Widal test was done by adding 0.5 ml of Salmonella typhi O, Salmonella Typhi H, Salmonella paratyphi A(H) and Salmonella paratyphi B(H) antigens respectively in test tubes with diluted sera of 1:30.1:60, 1:120, 1:240 and 1:480 concentration and also control of 0.5 ml normal saline.
Emerging Salmonella Paratyphi A enteric fever and changing trends in antimicrobial resistance pattern of salmonella in Shimla.
The most common strains reported in the 57 cases were Salmonella enteritidis (18/57), followed by Salmonella choleraesuis (13/57), Salmonella typhi (2/57), Salmonella dublin (4/57), Salmonella typhimurium (3/57), Salmonella paratyphi B (2/57), Salmonella newport (1/57), and Salmonella gallinarum (1/57).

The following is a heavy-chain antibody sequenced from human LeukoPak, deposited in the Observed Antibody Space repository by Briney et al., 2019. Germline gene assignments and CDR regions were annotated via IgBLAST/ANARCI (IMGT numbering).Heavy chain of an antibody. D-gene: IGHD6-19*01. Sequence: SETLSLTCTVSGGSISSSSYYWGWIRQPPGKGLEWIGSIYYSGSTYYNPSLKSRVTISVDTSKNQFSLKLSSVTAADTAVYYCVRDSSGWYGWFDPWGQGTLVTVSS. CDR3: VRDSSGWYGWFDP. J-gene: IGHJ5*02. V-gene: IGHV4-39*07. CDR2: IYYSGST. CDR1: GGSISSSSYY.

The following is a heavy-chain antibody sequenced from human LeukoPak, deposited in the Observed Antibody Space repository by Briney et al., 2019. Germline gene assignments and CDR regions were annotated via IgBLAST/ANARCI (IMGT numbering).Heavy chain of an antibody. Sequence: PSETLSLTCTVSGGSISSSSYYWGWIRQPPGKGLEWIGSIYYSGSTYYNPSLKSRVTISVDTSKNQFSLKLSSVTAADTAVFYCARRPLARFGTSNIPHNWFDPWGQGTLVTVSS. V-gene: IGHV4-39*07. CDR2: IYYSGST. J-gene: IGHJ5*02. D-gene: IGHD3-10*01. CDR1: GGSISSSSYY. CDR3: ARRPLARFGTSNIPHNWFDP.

The sequenced DNA was then compared against databases of modern bacterial pathogens and obtained a match in the post-European exposed skeletons against Salmonella paratyphi C, known to cause enteric fever.
In July 2017, PulseNet, the national molecular subtyping network for foodborne disease surveillance, identified a cluster of five Salmonella Paratyphi B variant L(+) tartrate + (Java) clinical isolates that were indistinguishable by pulsed-field gel electrophoresis (PFGE).
The least resistant group was Salmonella Paratyphi A: 22.7% (10/44) of isolates were fluoroquinolone resistant and none were multidrug resistant (0/43).